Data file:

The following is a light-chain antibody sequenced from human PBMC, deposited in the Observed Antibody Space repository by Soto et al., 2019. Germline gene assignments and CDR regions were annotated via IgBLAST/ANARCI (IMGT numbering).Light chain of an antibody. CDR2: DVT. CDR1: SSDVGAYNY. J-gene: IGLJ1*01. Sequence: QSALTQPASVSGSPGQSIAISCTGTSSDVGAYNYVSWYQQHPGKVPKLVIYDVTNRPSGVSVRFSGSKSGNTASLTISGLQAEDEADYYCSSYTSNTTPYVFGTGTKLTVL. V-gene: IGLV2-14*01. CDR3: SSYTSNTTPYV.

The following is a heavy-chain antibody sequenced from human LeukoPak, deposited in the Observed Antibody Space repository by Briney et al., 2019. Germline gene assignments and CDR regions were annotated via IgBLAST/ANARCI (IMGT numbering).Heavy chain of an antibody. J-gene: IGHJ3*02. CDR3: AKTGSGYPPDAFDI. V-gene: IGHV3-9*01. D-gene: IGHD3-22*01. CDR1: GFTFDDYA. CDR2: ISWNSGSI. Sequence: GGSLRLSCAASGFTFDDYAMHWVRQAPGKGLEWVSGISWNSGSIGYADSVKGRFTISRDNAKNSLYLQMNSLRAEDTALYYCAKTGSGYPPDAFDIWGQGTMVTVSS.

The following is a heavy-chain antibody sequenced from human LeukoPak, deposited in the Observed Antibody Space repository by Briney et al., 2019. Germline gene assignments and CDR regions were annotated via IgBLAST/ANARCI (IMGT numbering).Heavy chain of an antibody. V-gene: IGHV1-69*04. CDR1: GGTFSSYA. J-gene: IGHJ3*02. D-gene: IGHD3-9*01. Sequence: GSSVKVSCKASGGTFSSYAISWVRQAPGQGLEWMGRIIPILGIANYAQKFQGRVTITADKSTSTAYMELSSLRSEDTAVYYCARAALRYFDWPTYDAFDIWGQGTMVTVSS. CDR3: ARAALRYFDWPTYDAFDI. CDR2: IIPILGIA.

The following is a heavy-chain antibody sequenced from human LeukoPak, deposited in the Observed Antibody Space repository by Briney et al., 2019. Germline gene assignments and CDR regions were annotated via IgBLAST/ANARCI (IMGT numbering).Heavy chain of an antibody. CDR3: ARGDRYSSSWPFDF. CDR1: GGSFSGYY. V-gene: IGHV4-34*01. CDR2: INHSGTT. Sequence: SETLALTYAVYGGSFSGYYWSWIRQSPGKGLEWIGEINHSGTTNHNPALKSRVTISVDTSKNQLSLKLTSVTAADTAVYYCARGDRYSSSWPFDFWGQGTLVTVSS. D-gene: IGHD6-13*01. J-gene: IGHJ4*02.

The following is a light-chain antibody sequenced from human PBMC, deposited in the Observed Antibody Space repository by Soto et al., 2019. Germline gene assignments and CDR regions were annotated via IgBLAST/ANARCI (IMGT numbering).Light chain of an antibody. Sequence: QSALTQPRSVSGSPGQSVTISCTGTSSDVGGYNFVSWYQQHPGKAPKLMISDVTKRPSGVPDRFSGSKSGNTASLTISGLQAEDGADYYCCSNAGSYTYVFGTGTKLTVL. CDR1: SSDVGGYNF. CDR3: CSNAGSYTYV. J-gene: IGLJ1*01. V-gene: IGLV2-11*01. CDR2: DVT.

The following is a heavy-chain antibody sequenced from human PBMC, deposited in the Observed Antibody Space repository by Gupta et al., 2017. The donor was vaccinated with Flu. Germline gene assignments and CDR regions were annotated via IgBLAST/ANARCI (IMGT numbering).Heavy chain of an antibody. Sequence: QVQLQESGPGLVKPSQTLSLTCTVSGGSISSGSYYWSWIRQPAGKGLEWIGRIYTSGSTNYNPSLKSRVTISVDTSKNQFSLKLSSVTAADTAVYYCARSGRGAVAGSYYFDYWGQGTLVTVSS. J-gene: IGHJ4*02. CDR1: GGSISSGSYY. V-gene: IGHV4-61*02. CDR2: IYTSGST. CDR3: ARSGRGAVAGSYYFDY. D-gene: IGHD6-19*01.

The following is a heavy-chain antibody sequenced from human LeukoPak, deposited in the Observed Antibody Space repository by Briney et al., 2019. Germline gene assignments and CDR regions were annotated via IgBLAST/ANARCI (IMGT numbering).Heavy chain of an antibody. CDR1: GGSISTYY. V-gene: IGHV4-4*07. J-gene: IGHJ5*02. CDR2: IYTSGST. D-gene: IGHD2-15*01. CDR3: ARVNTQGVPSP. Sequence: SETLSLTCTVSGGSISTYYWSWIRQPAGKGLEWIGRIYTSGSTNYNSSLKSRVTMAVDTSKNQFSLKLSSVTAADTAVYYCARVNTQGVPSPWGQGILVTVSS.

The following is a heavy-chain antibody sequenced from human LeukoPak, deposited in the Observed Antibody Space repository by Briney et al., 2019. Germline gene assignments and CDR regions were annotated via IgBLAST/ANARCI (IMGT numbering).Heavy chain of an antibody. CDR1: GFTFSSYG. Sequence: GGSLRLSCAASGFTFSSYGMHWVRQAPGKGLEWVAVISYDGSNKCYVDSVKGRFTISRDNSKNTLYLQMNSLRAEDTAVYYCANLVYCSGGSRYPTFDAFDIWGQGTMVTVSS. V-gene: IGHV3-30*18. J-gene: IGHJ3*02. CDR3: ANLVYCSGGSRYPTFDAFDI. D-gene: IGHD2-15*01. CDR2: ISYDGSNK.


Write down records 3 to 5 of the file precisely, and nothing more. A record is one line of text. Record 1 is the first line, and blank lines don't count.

The following is a heavy-chain antibody sequenced from human LeukoPak, deposited in the Observed Antibody Space repository by Briney et al., 2019. Germline gene assignments and CDR regions were annotated via IgBLAST/ANARCI (IMGT numbering).Heavy chain of an antibody. V-gene: IGHV1-69*04. CDR1: GGTFSSYA. J-gene: IGHJ3*02. D-gene: IGHD3-9*01. Sequence: GSSVKVSCKASGGTFSSYAISWVRQAPGQGLEWMGRIIPILGIANYAQKFQGRVTITADKSTSTAYMELSSLRSEDTAVYYCARAALRYFDWPTYDAFDIWGQGTMVTVSS. CDR3: ARAALRYFDWPTYDAFDI. CDR2: IIPILGIA.

The following is a heavy-chain antibody sequenced from human LeukoPak, deposited in the Observed Antibody Space repository by Briney et al., 2019. Germline gene assignments and CDR regions were annotated via IgBLAST/ANARCI (IMGT numbering).Heavy chain of an antibody. CDR3: ARGDRYSSSWPFDF. CDR1: GGSFSGYY. V-gene: IGHV4-34*01. CDR2: INHSGTT. Sequence: SETLALTYAVYGGSFSGYYWSWIRQSPGKGLEWIGEINHSGTTNHNPALKSRVTISVDTSKNQLSLKLTSVTAADTAVYYCARGDRYSSSWPFDFWGQGTLVTVSS. D-gene: IGHD6-13*01. J-gene: IGHJ4*02.

The following is a light-chain antibody sequenced from human PBMC, deposited in the Observed Antibody Space repository by Soto et al., 2019. Germline gene assignments and CDR regions were annotated via IgBLAST/ANARCI (IMGT numbering).Light chain of an antibody. Sequence: QSALTQPRSVSGSPGQSVTISCTGTSSDVGGYNFVSWYQQHPGKAPKLMISDVTKRPSGVPDRFSGSKSGNTASLTISGLQAEDGADYYCCSNAGSYTYVFGTGTKLTVL. CDR1: SSDVGGYNF. CDR3: CSNAGSYTYV. J-gene: IGLJ1*01. V-gene: IGLV2-11*01. CDR2: DVT.